Every year the California legislature adds a few wrinkles to the practice of employment law. This year is no different. While there are many others, the following are 3 new laws that affect areas that I deal with quite often.
Mistakes on Wage Statements (SB 1255/Labor Code § 226):
It has been the law for some time that employers are required to provide nine categories of information on an employee's wage statement. However, this new law makes clear that if an employer fails to provide that information, employees are deemed to suffer an "injury" for the purpose of recovering a penalty: $50 for the initial pay period; $100 for each subsequent pay period, with a maximum penalty of $4,000, as well as attorneys' fees. To avoid costly mistakes, employers should ensure that the following nine pieces of information appear on each employee's wage statement:
1. Name and address of the legal entity who is the employer; and
2. Gross wages earned;
3. Total hours worked (except for exempt employees);
4. Piece rate units or piece rates (if applicable);
5. All deductions;
6. Net wages earned;
7. The inclusive dates of the period for which the employee is paid;
8. Employee name and last four digits of the social security number or employee ID;
9. All applicable hourly rates in effect during the pay period and corresponding number of hours worked.
Employers Barred From Requesting Social Media Information. (AB 1844/Labor Code § 980):
This new law increases privacy protections for social media users in the state by prohibiting employers from asking employees or job applicants to disclose any information related to their personal social media accounts, which includes an employee's e-mail account and text messages. This protection includes demanding usernames, passwords, and information related to social media accounts from employees and job applicants. The law also prohibits employers from retaliating against anyone who refuses to provide such information.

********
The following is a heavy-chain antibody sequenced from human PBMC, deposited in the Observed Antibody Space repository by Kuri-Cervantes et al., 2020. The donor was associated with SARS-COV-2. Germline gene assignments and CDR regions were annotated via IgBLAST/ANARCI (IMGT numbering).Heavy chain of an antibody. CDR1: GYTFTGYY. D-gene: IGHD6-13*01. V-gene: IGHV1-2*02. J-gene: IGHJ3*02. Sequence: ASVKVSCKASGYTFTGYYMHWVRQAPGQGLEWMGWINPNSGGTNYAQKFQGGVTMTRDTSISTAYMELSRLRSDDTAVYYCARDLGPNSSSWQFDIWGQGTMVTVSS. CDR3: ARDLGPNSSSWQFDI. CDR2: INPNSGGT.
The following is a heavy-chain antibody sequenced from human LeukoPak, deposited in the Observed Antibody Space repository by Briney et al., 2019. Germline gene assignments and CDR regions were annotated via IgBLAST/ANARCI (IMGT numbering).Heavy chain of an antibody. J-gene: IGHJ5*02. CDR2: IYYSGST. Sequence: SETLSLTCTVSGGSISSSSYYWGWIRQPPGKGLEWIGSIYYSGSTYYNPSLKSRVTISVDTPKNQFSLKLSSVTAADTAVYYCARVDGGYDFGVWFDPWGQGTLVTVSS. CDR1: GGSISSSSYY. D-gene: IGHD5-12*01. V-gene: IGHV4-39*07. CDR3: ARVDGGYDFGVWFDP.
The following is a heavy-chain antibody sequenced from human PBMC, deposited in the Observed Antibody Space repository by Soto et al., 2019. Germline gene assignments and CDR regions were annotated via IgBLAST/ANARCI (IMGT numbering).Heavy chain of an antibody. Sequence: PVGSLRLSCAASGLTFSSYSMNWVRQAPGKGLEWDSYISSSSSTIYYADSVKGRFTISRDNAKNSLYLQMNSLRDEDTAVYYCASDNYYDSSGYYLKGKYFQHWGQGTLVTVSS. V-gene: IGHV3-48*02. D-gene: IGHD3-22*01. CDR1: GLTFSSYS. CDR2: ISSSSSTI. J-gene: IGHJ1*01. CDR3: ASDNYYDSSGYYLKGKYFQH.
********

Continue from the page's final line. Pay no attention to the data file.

However, the law provides an exception where the employer reasonably believes that the employee has engaged in misconduct or has violated the law, and the social media information is used solely for the purpose of an investigation. Further, nothing in this section precludes an employer from requiring or requesting an employee to disclose a username, password, or other method for the purpose of accessing an employer-issued electronic device.
Current and Former Employees Get Greater Access to their "Personnel Files."
A new bit of legislation (AB 2674 ) modifies Labor Code §§ 226 and 1198.5. Under these revised sections, Employers are required to provide current and former employees with access to and copies of their personnel records "relating to the employee's performance or to any grievance concerning the employee" within 30 days of the request. (The law previously required only that they be made “available for inspection.”)
The new law does not clearly define "personnel records" but some examples of personnel records are: handbook acknowledgment forms; signed arbitration agreements; employment applications; payroll authorization forms; warnings, discipline and/or termination notices; notices of layoff, leave of absence, or vacation; garnishment notices; training notices; performance reviews; and attendance records. Failure to comply with this new law may subject an employer to a penalty of $750 per violation, as well as attorneys' fees. With regard to all employees, employers are also required to maintain a copy of each employee's personnel records for a period of not less than three years after termination of employment.